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VA Blames Prohibition for Lack of MMJ Research



VA Blames Prohibition for Lack of MMJ Research

Despite overwhelming evidence that veterans can benefit massively from cannabis medicine, obstacles created by federal prohibition are keeping it out of their hands.

Cannabis medicine offers life-changing relief from a kaleidoscope of conditions, but recently much of the public’s focus has been on its remarkable pain-relieving qualities and its utility in easing the symptoms of opiate withdrawal and supplementing or replacing opioid painkillers.

This is no coincidence; the fascination with alternatives to opioid painkillers comes at a time when they’re wreaking unprecedented damage on society, with overdose death rates spiking across the country. Cannabis not only offers an alternative to opioids, it allows many pain patients using opioids to reduce their effective dose, which also reduces the risk of potentially lethal complications or overdose.

Few groups are in more dire need of pain relief than veterans: A report from the Veterans Administration found 60 percent of returning combat veterans (and 50 percent of senior veterans) struggle with chronic pain, versus the national average of 30 percent, and many veterans suffer from both PTSD and chronic pain. The VA’s primary solution for these conditions? Opioids.

It has been documented how the VA heavily overprescribed opioid medication and fueled the current epidemic. Now veterans are seeking alternatives, with an American Legion phone survey finding nearly a quarter of veteran household respondents use medicinal cannabis.

But that medical marijuana use is often illegal (plus always illegal federally) and can jeopardize a veteran’s access to their other medications, although it does not affect their benefits. While the VA issued new guidance in 2017 urging VA care providers to discuss their patients’ cannabis use and any possible contraindications with other medication, they still cannot recommend or prescribe cannabis medication.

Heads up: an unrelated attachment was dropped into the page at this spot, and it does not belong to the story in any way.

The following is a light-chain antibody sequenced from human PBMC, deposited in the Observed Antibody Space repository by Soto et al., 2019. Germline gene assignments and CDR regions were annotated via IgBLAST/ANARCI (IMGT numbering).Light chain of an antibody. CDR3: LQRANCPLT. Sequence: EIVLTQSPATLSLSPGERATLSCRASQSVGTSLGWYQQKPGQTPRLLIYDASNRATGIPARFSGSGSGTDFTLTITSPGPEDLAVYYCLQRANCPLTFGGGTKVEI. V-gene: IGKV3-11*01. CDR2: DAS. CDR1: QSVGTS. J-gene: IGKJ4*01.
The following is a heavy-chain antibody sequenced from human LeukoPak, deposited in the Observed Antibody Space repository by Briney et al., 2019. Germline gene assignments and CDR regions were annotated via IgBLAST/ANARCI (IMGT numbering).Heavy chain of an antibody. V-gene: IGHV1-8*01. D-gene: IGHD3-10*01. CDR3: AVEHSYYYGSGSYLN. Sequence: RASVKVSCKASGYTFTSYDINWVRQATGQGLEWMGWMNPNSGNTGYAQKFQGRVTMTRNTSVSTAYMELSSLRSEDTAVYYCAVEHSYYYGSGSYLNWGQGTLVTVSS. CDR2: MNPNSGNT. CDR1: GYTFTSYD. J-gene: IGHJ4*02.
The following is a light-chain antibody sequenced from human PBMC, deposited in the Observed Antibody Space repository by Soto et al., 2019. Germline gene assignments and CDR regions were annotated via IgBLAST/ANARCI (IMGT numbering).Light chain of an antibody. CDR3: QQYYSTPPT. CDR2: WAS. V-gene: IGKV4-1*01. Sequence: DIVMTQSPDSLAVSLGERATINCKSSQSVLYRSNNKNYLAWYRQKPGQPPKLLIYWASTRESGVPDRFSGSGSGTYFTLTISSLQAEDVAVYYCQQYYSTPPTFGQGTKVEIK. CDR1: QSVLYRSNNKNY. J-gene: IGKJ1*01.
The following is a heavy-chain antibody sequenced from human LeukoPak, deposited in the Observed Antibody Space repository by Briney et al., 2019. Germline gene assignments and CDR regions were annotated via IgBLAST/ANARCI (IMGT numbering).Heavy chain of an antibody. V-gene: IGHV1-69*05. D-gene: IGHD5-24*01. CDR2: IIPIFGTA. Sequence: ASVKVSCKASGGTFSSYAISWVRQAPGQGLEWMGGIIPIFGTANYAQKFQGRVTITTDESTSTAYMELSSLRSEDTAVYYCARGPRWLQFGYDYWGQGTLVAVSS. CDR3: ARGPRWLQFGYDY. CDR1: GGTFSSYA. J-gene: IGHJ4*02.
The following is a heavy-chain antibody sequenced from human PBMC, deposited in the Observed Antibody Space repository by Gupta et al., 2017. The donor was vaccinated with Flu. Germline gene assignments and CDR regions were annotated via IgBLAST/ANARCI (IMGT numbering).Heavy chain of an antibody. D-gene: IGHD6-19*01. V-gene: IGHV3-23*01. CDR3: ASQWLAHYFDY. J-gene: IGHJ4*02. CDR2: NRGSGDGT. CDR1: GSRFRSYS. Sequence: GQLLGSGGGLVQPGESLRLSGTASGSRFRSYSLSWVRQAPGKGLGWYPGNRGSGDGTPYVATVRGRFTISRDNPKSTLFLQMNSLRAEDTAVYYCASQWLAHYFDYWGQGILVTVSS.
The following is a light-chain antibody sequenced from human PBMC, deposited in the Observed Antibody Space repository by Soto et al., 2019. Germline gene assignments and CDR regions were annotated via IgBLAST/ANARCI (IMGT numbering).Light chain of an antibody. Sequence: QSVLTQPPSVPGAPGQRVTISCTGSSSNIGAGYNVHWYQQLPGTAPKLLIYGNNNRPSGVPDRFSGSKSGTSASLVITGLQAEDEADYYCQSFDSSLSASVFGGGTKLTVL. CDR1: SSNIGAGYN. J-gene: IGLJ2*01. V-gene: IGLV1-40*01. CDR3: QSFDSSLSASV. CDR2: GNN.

The reason, of course, is federal prohibition. But now the VA is using prohibition as the explanation for its decision not to study the impact of cannabis medicine on veterans.

From the Washington Post:

In a letter to U.S. Rep. Tim Walz (D-Minn.), Department of Veterans Affairs Secretary David Shulkin said VA’s ability to research medical marijuana is hampered by the fact that the drug is illegal federally. Shulkin’s letter came in response to an inquiry by 10 Democrats on the House Veterans’ Affairs Committee. The letter asks Shulkin to commit the VA to investigating whether medical marijuana can help veterans suffering from PTSD and chronic pain and identify barriers to doing so.

“VA is committed to researching and developing effective ways to help Veterans cope with post-traumatic stress disorder and chronic pain conditions,” Shulkin wrote in a response to the members of Congress. “However, federal law restricts VA’s ability to conduct research involving medical marijuana, or to refer veterans to such projects.”

It’s clearly true that the federal government’s prohibition on cannabis creates some obstacles for those looking to research its effects. That said, research is conducted on cannabis all the time.

John Hudak, deputy director of the Center for Effective Public Management at the Brookings Institution, told the Washington Post that the VA was trying to pass the buck by blaming prohibition for its decision not to research medical cannabis.

“Obviously it is federally illegal, but there are no restrictions on doing scientific research on it. Universities do this all the time and there’s a process to go through,” he said, noting that the National Institute on Drug Abuse funds cannabis research.

“It’s really a cop-out for the VA to say, ‘oh, we’re not doing work on this because of federal law’ when actually federal law allows them to do that.”

Rep. Walz also said he found the response “disappointing and unacceptable,” echoing Hudak’s sentiment that the VA’s response was disingenuous and false.

“VA’s response not only failed to answer our simple question, but they made a disheartening attempt to mislead me, my colleagues and the veteran community in the process” by stating that the VA is restricted from conducting marijuana research. Walz, a veteran, said he plans to send another letter to Shulkin asking for further clarification.

Support for cannabis medicine in the veteran community is growing. Even the conservative American Legion passed a resolution urging the federal government to allow safe access for vets and that organization’s survey data shows that over 80 percent of veterans support federal legalization of medical cannabis.

Ultimately Congress will need to do something, just as it will need to act on the broader issue of federal prohibition. But the most recent effort to address veterans access stalled: the Veterans Equal Access amendment passed the Senate Appropriations committee but was killed by House Republicans.

So for now, all veterans seeking cannabis medicine can really rely on is each other.

TELL US, are you a veteran who uses cannabis medicine? How does it help you?

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